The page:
European Centre for Bioinformatics and Genomics: Multi-level Studies of Biological Systems - NAWA

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Research institutions in Poznań integrate interdisciplinary teams and state-of-theart computer technology to develop life sciences. By providing specialist equipment and professional staff, they have created a unique research environment.

THE EUROPEAN Centre for Bioinformatics and Genomics (ECBiG) was established in 2007 as a research consortium by the Institute of Bioorganic Chemistry of the Polish Academy of Sciences (IBCH PAS) and the Institute of Computing Science of the Poznan University of Technology. ECBiG is a unique Polish research centre dedicated to multi-scale and multi-level studies of biological systems. It comprises laboratories of structural genomics (protein bioengineering and crystallography, subcellular structure analysis, biomolecular NMR), functional genomics (sequencing, mass spectrometry, cell and tissue culture) and bioinformatics (structural bioinformatics, systems bioinformatics, bioinformatics of nanosystems and biosystems as well as DNA, RNA and protein analysis).

Multidirectional Research

The top-of-the-line equipment at the ECBiG allows to carry out multidirectional studies of complex biological systems, investigate the genetic background of both physiological and pathological processes, and search for the relations between the genotype and the organism’s phenotypic traits.

Taking up this kind of challenges requires scientists to use a wide range of already existing tools offered by bioinformatics, but also to develop their own specialist software and databases, the Internet portal RNApolis ( being an excellent example. The Poznań Supercomputing and Networking Center affiliated to the IBCH PAS additionally enhances the ECBiG’s IT infrastructure by providing computing power and servers for data archiving.

Thanks to its scientific and infrastructural potential, ECBiG has been involved in cooperation with numerous Polish and foreign research institutions for many years. This cooperation has resulted in a long list of completed projects and scientific publications in the area of plant, animal and human genomics. Many of them concern the issues of pathogenesis, prevention, diagnosis and treatment of human diseases.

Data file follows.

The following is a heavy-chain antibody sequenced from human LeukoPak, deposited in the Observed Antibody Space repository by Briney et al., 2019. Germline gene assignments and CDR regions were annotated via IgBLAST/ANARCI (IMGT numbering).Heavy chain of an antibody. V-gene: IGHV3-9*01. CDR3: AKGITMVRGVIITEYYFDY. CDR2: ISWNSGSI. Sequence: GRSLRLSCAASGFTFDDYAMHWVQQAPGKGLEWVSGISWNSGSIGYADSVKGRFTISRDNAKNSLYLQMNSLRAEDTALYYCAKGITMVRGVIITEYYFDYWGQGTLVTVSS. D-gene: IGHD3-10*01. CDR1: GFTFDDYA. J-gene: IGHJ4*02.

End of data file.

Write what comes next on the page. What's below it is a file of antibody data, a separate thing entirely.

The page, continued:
Knowledge for Society

The objective of one of the ECBiG’s strategic projects is to develop the Genomic Map of Poland (GMP). The GMP is a Polish infrastructure comprising advanced bioinformatics tools and databases that are necessary for the further progress of research in the field of genomics. The results of the project will include creating the Polish reference genome, a map of genetic variation in the Polish population, algorithms to analyse the relations between the genotype and the phenotype of the examined persons, as well as software needed to create visualisations of genome-wide data. Similar studies have been carried out in only some countries worldwide, including the US, the UK, Iceland, the Netherlands, Sweden, Japan, South Korea and China. Moreover, the ECBiG team is running a project whose objective is to develop a database describing the composition of and variation in the microbial flora of Polish citizens (Polish Microbiome Map).

‘An extremely interesting and definitely the most interdisciplinary direction at ECBiG at present is archaeogenomics, that is studies of ancient DNA, which enable us to verify hypotheses concerning the human past,’ says Professor Marek Figlerowicz, Director of the Institute of Bioorganic Chemistry of the Polish Academy of Sciences.

Carried out in collaboration with archaeologists, historians and anthropologists from Poland, Germany and Czechia, the project entitled ‘Dynasty and Population of the Piast State in the Light of Integrated Historical, Anthropological and Genomic Studies’ attempts to answer a range of vital questions concerning Polish and European history. ‘In the papers that have been published so far, we have described the processes that shaped the unexpectedly complex genetic structure of the population that inhabited the territory of today’s Poland in the first centuries of the Common Era. Our next publications will reveal whether any population replacement occurred in this area in the first millennium A.D. and where the Piast dynasty originated from,’ Professor Figlerowicz announces.

European Centre for Bioinformatics and Genomics